Victorville, which in 1962 was the third of San Bernardino County desert cities to incorporate following the 1913 creation of Needles and the 1947 founding of Barstow as municipal entities, at that time was indirectly dependent upon the county fire department, which provided supervision of the team of volunteer on-call firefighters that composed the newly-formed city’s fire department, which had existed pre-incorporation in one form or another since 1926. In 1976, the city recruited Rudy Cabriales, a one-time border patrol agent with the Immigration and Naturalization Service who had transitioned to a career as a firefighter in his hometown of Calexico before rising to become the fire chief of Coachella in Riverside County, to relocate to Victorville and become fire chief of an operation morphing from being a county-supervised team of volunteers to a professional department. Cabriales built that organization into what some considered to be a model fire protection agency. He retired after 21 years as fire chief in 1997.
In 2000, Cabriales was elected to the city council. Continue reading

Lawyer Questions Constitutionality Of Fontana’s Political Sign Ordinance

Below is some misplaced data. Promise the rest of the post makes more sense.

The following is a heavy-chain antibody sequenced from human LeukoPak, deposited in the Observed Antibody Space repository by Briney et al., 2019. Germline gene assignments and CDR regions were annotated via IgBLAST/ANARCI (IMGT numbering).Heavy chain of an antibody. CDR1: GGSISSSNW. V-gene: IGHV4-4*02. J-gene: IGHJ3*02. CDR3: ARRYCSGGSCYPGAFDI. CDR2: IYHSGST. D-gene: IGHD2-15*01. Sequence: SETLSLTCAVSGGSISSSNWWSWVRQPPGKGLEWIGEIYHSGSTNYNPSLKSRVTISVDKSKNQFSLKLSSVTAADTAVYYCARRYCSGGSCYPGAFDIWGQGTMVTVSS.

The City of Fontana has passed an ordinance imposing a monetary burden on political candidates of dubious constitutionality which will have the practical effect of benefiting the city’s well-fixed incumbent officeholders and disadvantaging those seeking to unseat them, some of the city’s residents and a civil rights/free speech lawyer have opined.
Going forward, those running for elective office, either in Fontana or for local, county, statewide or national office, will need to lay out a potentially refundable $1,000 deposit if they plan to display campaign signs within Fontana’s current 42.4-square mile city limits.
According to the resolution the city council approved on May 14 in putting the ordinance in place, the city is merely “implementing a campaign sign deposit,” which “has been identified as a measure to ensure accountability among candidates and reimburses the city for costs associated with removing non-compliant campaign signs.”
In the run-up toward the passage of the ordinance, according to the city, all legal requirements for previewing and the regulation and enforcement of the policy was met when “the city council called a public hearing for March 26, 2024, for informational purposes and to receive public comments on the proposed fees. Notice of the public hearing was given by publication in a newspaper of general circulation within the city.” Continue reading

Why We Had to Petition Fish and Wildlife to Protect Strawberry Creek

By Steve Loe
In September 2013 alarmed retired Forest Service employees (Gary Earney and myself), who had worked for the San Bernardino National Forest for over 50 years combined, raised a concern about the taking of so much water from Strawberry Creek, at an elevation above 5,000 feet in the San Bernardino Mountains, during the most severe drought in over 300 years. Nestlé was diverting all of the natural spring flow from the most productive springs in the watershed under a long-expired special use permit with few protective measures.